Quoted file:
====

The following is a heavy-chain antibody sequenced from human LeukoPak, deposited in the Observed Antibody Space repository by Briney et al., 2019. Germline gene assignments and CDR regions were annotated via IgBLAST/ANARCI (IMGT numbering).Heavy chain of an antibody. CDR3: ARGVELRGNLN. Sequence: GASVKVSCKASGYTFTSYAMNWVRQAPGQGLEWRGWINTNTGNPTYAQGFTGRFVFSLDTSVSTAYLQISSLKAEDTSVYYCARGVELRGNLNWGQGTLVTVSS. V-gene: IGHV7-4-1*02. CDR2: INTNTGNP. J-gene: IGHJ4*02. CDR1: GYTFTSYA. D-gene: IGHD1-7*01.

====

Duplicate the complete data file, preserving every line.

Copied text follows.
The following is a heavy-chain antibody sequenced from human LeukoPak, deposited in the Observed Antibody Space repository by Briney et al., 2019. Germline gene assignments and CDR regions were annotated via IgBLAST/ANARCI (IMGT numbering).Heavy chain of an antibody. CDR3: ARGVELRGNLN. Sequence: GASVKVSCKASGYTFTSYAMNWVRQAPGQGLEWRGWINTNTGNPTYAQGFTGRFVFSLDTSVSTAYLQISSLKAEDTSVYYCARGVELRGNLNWGQGTLVTVSS. V-gene: IGHV7-4-1*02. CDR2: INTNTGNP. J-gene: IGHJ4*02. CDR1: GYTFTSYA. D-gene: IGHD1-7*01.